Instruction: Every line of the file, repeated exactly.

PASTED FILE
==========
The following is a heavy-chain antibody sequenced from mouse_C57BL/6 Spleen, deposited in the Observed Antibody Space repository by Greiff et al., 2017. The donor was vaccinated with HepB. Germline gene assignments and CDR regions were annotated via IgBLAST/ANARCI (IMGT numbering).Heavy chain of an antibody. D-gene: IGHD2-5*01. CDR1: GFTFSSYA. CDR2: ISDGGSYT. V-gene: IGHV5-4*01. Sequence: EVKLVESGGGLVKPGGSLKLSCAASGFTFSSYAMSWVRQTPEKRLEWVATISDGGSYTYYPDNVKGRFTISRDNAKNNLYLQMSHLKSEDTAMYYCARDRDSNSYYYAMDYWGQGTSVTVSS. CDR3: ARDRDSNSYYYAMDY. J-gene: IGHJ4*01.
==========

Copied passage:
The following is a heavy-chain antibody sequenced from mouse_C57BL/6 Spleen, deposited in the Observed Antibody Space repository by Greiff et al., 2017. The donor was vaccinated with HepB. Germline gene assignments and CDR regions were annotated via IgBLAST/ANARCI (IMGT numbering).Heavy chain of an antibody. D-gene: IGHD2-5*01. CDR1: GFTFSSYA. CDR2: ISDGGSYT. V-gene: IGHV5-4*01. Sequence: EVKLVESGGGLVKPGGSLKLSCAASGFTFSSYAMSWVRQTPEKRLEWVATISDGGSYTYYPDNVKGRFTISRDNAKNNLYLQMSHLKSEDTAMYYCARDRDSNSYYYAMDYWGQGTSVTVSS. CDR3: ARDRDSNSYYYAMDY. J-gene: IGHJ4*01.